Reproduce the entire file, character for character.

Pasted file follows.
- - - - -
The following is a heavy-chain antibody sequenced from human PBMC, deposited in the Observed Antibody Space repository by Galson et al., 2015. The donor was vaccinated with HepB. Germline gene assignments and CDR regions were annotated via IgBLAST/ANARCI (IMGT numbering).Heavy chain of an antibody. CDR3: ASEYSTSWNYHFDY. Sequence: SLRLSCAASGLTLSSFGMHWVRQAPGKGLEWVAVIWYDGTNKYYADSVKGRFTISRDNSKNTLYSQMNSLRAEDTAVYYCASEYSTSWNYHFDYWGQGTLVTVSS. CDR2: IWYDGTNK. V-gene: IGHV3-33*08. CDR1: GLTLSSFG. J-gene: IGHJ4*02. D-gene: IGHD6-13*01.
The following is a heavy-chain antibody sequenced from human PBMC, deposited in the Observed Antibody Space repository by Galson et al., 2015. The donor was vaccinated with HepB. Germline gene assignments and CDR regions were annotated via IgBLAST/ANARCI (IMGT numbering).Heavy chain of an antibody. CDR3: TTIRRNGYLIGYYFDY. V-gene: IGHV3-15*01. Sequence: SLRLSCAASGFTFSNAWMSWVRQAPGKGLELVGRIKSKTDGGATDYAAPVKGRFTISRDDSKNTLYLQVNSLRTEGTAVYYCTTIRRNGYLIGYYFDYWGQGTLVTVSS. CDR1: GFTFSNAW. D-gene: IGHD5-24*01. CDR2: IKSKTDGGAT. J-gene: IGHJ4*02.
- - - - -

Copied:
The following is a heavy-chain antibody sequenced from human PBMC, deposited in the Observed Antibody Space repository by Galson et al., 2015. The donor was vaccinated with HepB. Germline gene assignments and CDR regions were annotated via IgBLAST/ANARCI (IMGT numbering).Heavy chain of an antibody. CDR3: ASEYSTSWNYHFDY. Sequence: SLRLSCAASGLTLSSFGMHWVRQAPGKGLEWVAVIWYDGTNKYYADSVKGRFTISRDNSKNTLYSQMNSLRAEDTAVYYCASEYSTSWNYHFDYWGQGTLVTVSS. CDR2: IWYDGTNK. V-gene: IGHV3-33*08. CDR1: GLTLSSFG. J-gene: IGHJ4*02. D-gene: IGHD6-13*01.
The following is a heavy-chain antibody sequenced from human PBMC, deposited in the Observed Antibody Space repository by Galson et al., 2015. The donor was vaccinated with HepB. Germline gene assignments and CDR regions were annotated via IgBLAST/ANARCI (IMGT numbering).Heavy chain of an antibody. CDR3: TTIRRNGYLIGYYFDY. V-gene: IGHV3-15*01. Sequence: SLRLSCAASGFTFSNAWMSWVRQAPGKGLELVGRIKSKTDGGATDYAAPVKGRFTISRDDSKNTLYLQVNSLRTEGTAVYYCTTIRRNGYLIGYYFDYWGQGTLVTVSS. CDR1: GFTFSNAW. D-gene: IGHD5-24*01. CDR2: IKSKTDGGAT. J-gene: IGHJ4*02.